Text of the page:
Project Babylon

Babylon’s primary goal is to extend the reach of Java to foreign programming models such as SQL, differentiable programming, machine learning models, and GPUs. Babylon will achieve this with an enhancement to reflective programming in Java, called code reflection.

This Project is sponsored by the Core Libraries and Compiler Groups.


Focusing on the GPU example, suppose a Java developer wants to write a GPU kernel in Java and execute it on a GPU. The developer’s Java code must, somehow, be analyzed and transformed into an executable GPU kernel. A Java library could do that, but it requires access to the Java code in symbolic form. Such access is, however, currently limited to the use of non-standard APIs or to conventions at different points in the program’s life cycle (compile time or run time), and the symbolic forms available (abstract syntax trees or bytecodes) are often ill-suited to analysis and transformation.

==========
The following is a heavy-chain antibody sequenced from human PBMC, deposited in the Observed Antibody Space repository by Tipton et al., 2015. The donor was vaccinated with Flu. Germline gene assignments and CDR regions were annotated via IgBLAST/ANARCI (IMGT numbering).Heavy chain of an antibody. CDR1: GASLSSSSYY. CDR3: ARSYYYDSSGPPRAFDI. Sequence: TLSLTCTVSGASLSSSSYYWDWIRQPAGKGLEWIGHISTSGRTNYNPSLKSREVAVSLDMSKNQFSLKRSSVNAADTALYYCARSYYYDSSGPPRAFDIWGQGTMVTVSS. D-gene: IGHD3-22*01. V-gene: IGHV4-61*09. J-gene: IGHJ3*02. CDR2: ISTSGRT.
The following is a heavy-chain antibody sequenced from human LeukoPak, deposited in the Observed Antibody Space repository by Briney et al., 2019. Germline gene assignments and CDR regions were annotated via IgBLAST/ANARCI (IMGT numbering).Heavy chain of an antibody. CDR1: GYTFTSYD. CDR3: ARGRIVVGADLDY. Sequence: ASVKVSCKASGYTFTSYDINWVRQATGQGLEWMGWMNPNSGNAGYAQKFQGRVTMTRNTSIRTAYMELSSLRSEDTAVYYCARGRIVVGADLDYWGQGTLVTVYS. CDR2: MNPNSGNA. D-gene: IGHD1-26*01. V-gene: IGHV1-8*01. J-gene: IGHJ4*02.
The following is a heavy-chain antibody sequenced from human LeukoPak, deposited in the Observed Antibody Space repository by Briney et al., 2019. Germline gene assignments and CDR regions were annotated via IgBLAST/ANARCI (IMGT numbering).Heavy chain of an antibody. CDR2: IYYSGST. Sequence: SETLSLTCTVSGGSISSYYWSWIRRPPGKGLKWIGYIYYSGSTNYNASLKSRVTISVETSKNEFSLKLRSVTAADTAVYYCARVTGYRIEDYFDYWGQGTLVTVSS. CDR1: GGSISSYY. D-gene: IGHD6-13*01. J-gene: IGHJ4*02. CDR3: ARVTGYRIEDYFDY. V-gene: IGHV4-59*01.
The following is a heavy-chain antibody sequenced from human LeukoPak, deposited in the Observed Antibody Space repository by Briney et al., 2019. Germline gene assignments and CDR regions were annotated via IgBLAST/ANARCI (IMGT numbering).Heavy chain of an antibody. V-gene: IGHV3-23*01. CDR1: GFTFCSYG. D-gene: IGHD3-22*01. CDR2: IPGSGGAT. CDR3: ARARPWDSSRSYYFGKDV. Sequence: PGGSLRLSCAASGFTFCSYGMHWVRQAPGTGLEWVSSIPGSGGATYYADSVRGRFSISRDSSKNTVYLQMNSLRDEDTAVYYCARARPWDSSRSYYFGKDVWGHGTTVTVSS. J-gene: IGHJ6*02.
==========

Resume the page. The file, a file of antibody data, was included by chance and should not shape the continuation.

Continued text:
Babylon will extend Java’s reach to foreign programming models with an enhancement to reflective programming in Java, called code reflection. This will enable standard access, analysis, and transformation of Java code in a suitable form. Support for a foreign programming model can then be more easily implemented as a Java library.

Babylon will ensure that code reflection is fit for purpose by creating a GPU programming model for Java that leverages code reflection and is implemented as a Java library. To reduce the risk of bias we will also explore, or encourage the exploration of, other programming models such as SQL and differentiable programming, though we may do so less thoroughly.

Code reflection consists of three parts:

  1. The modeling of Java programs as code models, suitable for access, analysis, and transformation.

  2. Enhancements to Java reflection, enabling access to code models at compile time and run time.

  3. APIs to build, analyze, and transform code models.




The project repository is accessible at